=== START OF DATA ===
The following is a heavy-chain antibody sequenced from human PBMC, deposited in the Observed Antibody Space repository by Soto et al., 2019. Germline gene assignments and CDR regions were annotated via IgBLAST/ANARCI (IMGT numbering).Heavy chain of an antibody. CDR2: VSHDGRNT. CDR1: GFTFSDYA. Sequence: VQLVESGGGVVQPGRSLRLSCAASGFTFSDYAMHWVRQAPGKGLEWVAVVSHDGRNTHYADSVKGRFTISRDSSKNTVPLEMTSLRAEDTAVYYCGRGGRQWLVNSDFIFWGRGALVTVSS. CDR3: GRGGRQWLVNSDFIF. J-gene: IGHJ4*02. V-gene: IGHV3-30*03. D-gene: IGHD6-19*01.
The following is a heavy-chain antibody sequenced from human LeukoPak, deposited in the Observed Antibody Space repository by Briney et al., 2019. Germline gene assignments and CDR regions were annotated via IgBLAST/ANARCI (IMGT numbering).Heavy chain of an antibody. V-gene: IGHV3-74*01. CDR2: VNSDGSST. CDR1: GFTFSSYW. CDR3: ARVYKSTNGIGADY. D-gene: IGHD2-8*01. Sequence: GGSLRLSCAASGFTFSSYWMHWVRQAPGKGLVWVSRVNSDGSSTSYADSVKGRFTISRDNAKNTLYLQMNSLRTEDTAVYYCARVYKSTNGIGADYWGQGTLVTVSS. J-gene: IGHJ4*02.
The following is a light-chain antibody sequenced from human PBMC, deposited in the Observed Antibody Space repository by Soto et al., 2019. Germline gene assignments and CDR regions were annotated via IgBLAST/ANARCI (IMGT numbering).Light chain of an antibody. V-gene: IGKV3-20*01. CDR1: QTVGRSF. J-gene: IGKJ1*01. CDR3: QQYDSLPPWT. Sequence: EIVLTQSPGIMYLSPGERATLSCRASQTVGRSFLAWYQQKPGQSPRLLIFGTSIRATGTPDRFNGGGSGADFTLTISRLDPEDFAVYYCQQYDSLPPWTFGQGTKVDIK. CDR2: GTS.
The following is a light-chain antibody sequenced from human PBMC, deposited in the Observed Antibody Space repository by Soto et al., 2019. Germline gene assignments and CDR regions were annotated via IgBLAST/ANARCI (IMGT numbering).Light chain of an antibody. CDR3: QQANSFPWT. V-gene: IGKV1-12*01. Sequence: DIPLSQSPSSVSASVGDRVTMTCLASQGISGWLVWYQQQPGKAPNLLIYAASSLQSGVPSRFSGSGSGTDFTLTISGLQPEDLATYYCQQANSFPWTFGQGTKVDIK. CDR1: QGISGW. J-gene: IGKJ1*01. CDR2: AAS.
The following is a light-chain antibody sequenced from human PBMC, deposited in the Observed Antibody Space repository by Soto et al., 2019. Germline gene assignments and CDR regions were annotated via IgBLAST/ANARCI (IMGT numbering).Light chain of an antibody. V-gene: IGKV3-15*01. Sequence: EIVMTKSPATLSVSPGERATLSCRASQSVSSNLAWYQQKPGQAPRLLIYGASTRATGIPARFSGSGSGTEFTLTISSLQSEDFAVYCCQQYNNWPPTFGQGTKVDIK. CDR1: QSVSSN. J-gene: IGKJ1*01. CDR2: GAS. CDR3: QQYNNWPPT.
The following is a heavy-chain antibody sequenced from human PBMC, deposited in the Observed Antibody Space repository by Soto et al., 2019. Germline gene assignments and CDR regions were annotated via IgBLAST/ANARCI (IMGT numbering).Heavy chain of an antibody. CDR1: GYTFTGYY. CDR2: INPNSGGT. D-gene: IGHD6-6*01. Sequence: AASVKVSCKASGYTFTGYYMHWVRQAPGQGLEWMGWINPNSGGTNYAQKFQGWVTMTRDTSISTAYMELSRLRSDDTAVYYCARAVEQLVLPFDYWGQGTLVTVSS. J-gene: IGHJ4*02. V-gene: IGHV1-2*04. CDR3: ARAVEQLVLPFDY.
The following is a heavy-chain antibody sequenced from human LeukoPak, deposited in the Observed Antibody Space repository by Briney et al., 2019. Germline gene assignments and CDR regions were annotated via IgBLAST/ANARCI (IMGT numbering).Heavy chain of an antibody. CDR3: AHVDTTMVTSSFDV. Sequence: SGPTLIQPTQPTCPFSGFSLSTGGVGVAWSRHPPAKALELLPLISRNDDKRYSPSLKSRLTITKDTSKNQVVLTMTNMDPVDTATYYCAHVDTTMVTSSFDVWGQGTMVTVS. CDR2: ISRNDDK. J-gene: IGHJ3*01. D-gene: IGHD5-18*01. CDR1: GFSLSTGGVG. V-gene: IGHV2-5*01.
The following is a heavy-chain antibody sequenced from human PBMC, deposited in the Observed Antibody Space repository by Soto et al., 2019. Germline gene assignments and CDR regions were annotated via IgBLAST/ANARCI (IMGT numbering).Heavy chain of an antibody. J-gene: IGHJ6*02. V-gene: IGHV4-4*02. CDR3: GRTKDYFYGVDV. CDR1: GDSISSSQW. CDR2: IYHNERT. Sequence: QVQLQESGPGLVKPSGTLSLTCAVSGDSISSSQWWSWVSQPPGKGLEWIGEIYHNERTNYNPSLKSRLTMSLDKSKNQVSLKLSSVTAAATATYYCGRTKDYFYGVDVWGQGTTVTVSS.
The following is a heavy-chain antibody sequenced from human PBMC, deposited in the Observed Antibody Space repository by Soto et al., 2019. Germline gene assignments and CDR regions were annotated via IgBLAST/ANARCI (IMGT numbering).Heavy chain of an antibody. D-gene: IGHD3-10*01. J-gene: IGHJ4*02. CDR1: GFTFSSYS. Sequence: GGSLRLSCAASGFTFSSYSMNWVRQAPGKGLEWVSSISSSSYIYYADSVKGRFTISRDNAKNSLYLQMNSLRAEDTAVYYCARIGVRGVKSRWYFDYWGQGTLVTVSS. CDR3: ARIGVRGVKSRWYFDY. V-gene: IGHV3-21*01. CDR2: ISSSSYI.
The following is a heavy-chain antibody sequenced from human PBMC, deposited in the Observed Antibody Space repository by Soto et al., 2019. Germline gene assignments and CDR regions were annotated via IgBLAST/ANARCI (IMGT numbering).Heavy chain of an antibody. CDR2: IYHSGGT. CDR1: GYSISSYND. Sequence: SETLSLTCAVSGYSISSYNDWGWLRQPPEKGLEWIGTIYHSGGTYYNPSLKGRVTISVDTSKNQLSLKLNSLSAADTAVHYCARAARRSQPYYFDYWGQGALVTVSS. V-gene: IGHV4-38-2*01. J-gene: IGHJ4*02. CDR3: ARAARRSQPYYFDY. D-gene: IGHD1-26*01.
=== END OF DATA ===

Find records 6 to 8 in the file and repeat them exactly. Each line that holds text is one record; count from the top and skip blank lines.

The following is a heavy-chain antibody sequenced from human PBMC, deposited in the Observed Antibody Space repository by Soto et al., 2019. Germline gene assignments and CDR regions were annotated via IgBLAST/ANARCI (IMGT numbering).Heavy chain of an antibody. CDR1: GYTFTGYY. CDR2: INPNSGGT. D-gene: IGHD6-6*01. Sequence: AASVKVSCKASGYTFTGYYMHWVRQAPGQGLEWMGWINPNSGGTNYAQKFQGWVTMTRDTSISTAYMELSRLRSDDTAVYYCARAVEQLVLPFDYWGQGTLVTVSS. J-gene: IGHJ4*02. V-gene: IGHV1-2*04. CDR3: ARAVEQLVLPFDY.
The following is a heavy-chain antibody sequenced from human LeukoPak, deposited in the Observed Antibody Space repository by Briney et al., 2019. Germline gene assignments and CDR regions were annotated via IgBLAST/ANARCI (IMGT numbering).Heavy chain of an antibody. CDR3: AHVDTTMVTSSFDV. Sequence: SGPTLIQPTQPTCPFSGFSLSTGGVGVAWSRHPPAKALELLPLISRNDDKRYSPSLKSRLTITKDTSKNQVVLTMTNMDPVDTATYYCAHVDTTMVTSSFDVWGQGTMVTVS. CDR2: ISRNDDK. J-gene: IGHJ3*01. D-gene: IGHD5-18*01. CDR1: GFSLSTGGVG. V-gene: IGHV2-5*01.
The following is a heavy-chain antibody sequenced from human PBMC, deposited in the Observed Antibody Space repository by Soto et al., 2019. Germline gene assignments and CDR regions were annotated via IgBLAST/ANARCI (IMGT numbering).Heavy chain of an antibody. J-gene: IGHJ6*02. V-gene: IGHV4-4*02. CDR3: GRTKDYFYGVDV. CDR1: GDSISSSQW. CDR2: IYHNERT. Sequence: QVQLQESGPGLVKPSGTLSLTCAVSGDSISSSQWWSWVSQPPGKGLEWIGEIYHNERTNYNPSLKSRLTMSLDKSKNQVSLKLSSVTAAATATYYCGRTKDYFYGVDVWGQGTTVTVSS.